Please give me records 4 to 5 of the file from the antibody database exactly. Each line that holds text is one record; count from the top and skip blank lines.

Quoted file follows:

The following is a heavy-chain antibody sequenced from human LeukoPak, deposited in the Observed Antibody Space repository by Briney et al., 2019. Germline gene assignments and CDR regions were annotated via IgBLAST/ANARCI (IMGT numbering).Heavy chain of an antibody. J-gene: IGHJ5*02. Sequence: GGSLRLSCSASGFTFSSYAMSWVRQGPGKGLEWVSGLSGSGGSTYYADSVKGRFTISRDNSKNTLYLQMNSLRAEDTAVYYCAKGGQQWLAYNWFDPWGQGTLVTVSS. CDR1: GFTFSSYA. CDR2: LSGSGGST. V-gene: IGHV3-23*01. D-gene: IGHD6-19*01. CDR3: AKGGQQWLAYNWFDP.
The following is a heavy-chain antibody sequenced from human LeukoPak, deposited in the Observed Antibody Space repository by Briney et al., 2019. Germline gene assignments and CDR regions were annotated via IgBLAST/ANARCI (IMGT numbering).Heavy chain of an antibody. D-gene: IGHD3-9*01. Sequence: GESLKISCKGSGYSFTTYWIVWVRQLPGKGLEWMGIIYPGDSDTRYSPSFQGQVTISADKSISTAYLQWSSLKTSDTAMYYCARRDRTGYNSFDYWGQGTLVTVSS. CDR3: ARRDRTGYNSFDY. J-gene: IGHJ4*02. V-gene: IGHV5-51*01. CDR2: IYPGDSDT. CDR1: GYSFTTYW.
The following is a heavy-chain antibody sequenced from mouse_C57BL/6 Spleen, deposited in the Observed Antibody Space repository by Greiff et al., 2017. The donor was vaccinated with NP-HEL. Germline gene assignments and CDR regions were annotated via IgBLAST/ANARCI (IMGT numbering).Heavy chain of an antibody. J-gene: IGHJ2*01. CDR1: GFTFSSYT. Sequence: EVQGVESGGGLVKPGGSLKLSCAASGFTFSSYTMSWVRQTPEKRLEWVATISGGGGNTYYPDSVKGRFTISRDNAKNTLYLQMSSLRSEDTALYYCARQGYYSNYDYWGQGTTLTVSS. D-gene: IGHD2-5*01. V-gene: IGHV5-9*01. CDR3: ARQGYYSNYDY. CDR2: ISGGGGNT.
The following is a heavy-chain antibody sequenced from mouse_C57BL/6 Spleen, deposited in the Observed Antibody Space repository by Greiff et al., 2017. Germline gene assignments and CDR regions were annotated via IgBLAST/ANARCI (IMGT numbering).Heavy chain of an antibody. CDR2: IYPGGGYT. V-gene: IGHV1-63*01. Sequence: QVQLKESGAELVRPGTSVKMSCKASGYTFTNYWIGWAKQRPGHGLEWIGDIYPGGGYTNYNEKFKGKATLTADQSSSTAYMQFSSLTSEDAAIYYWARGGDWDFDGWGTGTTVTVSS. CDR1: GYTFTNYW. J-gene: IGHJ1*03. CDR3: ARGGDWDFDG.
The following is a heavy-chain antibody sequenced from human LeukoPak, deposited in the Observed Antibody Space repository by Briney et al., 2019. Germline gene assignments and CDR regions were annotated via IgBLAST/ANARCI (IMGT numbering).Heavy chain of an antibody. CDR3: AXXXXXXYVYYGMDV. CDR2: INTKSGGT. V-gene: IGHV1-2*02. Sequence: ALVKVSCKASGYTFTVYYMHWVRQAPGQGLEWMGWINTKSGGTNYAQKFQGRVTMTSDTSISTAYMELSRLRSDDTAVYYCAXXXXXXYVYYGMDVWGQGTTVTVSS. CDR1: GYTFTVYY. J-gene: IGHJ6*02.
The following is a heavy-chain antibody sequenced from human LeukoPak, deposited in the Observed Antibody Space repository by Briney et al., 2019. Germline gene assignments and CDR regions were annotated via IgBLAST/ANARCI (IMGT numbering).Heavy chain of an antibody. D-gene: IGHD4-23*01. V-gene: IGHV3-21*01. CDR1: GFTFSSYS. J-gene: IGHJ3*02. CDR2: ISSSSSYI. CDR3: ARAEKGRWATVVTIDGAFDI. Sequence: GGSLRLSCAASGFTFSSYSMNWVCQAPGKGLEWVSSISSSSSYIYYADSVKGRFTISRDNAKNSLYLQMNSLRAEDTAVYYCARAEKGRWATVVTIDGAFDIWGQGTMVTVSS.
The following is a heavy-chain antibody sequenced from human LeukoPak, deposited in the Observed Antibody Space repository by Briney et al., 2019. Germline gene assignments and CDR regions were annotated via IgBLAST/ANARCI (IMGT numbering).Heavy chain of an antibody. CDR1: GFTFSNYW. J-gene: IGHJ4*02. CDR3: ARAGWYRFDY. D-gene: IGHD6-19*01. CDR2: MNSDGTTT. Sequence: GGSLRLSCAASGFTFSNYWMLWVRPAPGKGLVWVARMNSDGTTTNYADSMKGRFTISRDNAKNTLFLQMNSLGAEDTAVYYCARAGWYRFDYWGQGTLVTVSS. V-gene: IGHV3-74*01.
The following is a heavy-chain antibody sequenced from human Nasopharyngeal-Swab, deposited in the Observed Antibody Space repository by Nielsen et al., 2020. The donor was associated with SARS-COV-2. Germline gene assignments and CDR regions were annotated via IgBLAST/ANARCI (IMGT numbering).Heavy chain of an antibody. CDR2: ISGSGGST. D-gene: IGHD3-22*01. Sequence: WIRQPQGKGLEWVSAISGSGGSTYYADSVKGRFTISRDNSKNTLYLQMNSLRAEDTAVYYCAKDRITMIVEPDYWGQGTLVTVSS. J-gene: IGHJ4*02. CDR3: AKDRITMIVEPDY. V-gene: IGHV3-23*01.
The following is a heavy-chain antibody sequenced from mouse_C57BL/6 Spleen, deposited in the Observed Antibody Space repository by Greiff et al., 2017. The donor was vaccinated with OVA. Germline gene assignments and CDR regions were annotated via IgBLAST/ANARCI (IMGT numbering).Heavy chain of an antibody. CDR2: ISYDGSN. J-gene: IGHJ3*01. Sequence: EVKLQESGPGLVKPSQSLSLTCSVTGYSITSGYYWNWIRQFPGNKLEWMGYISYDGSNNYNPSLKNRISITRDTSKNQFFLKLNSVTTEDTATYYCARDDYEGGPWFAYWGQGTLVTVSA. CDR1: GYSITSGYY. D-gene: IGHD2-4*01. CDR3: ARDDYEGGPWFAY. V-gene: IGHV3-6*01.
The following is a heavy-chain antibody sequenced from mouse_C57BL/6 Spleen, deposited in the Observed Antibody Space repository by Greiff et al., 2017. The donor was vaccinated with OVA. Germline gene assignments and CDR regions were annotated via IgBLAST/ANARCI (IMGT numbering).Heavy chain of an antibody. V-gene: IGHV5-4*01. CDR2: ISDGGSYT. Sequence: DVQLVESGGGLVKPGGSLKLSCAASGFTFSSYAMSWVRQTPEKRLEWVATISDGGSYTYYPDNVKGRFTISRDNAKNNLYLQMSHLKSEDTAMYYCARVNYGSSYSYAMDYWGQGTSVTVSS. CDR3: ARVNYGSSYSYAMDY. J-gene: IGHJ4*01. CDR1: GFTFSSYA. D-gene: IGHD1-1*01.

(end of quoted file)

The following is a heavy-chain antibody sequenced from mouse_C57BL/6 Spleen, deposited in the Observed Antibody Space repository by Greiff et al., 2017. Germline gene assignments and CDR regions were annotated via IgBLAST/ANARCI (IMGT numbering).Heavy chain of an antibody. CDR2: IYPGGGYT. V-gene: IGHV1-63*01. Sequence: QVQLKESGAELVRPGTSVKMSCKASGYTFTNYWIGWAKQRPGHGLEWIGDIYPGGGYTNYNEKFKGKATLTADQSSSTAYMQFSSLTSEDAAIYYWARGGDWDFDGWGTGTTVTVSS. CDR1: GYTFTNYW. J-gene: IGHJ1*03. CDR3: ARGGDWDFDG.
The following is a heavy-chain antibody sequenced from human LeukoPak, deposited in the Observed Antibody Space repository by Briney et al., 2019. Germline gene assignments and CDR regions were annotated via IgBLAST/ANARCI (IMGT numbering).Heavy chain of an antibody. CDR3: AXXXXXXYVYYGMDV. CDR2: INTKSGGT. V-gene: IGHV1-2*02. Sequence: ALVKVSCKASGYTFTVYYMHWVRQAPGQGLEWMGWINTKSGGTNYAQKFQGRVTMTSDTSISTAYMELSRLRSDDTAVYYCAXXXXXXYVYYGMDVWGQGTTVTVSS. CDR1: GYTFTVYY. J-gene: IGHJ6*02.